Till now, the victimization that stems from being conned into believing that we are on the wrong side of history has been milked by the right-wing Bharatiya Janata Party. But now Arvind has re-framed the contours to make it more secular, by ascribing our national problems not to the common person, whom he assures is guiltless, but foists the cause as the corruption of the powers-that-be.
He has beguiled us into believing that we are not the source of our problems. The saccharine sweetness of the mirage of this victim mentality has drawn people to his party like flies are drawn to sugar. His move makes sense when one reads the article "Rethinking 'Don't Blame the Victim': The Psychology of Victimhood" by Dr Ofer Zur in the Journal of Couple Therapy. The author highlights the following point: "The victim stance is a powerful one. The victim is always morally right, neither responsible or accountable, and forever entitled to sympathy."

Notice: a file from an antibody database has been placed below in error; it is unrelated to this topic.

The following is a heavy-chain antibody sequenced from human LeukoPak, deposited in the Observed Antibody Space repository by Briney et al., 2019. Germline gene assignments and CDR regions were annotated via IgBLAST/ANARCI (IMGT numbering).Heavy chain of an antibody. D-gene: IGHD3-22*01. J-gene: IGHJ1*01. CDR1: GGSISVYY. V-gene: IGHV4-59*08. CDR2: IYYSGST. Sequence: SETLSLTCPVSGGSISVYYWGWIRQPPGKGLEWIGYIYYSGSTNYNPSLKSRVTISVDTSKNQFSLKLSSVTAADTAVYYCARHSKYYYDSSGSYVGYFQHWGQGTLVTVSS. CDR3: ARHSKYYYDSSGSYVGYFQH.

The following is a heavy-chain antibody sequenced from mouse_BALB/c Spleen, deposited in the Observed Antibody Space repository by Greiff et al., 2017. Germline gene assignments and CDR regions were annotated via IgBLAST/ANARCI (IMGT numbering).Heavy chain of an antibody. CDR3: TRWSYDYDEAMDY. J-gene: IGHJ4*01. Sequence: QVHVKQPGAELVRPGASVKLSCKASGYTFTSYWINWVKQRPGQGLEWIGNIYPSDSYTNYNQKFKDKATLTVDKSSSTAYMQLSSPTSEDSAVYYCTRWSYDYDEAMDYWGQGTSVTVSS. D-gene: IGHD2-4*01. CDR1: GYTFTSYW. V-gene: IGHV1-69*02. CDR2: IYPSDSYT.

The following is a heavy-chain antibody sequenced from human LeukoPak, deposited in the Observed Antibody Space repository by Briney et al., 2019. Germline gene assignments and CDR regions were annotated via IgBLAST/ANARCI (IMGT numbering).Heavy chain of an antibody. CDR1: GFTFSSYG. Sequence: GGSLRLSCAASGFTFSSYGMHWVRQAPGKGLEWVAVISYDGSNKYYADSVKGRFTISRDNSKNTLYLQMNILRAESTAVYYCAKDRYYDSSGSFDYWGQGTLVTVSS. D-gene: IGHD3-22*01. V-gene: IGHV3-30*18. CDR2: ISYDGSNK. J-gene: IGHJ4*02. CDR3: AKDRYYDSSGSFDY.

A clean sweep
Nothing could have been a greater representation of this than the choice of broom as the symbol of his political party - the AAP. The broom has many connotations. The first that springs to mind is the "us and them" setting - there is dirt and then there are those wielding the broom to remove the dirt; its simplicity of use - indicating its secular prowess; its commonness - every household has one because dirt is omnipresent. Most importantly, the ownership of the broom presupposes the intention to keep things clean.
We forget that a lot of dirt is brought into homes by residents of the household themselves. Every Indian household uses the broom only to sweep dirt from the house into the common area, where it becomes the responsibility of an unknown someone else. Dirt just outside the place of residence is okay as long as it does not cross its threshold.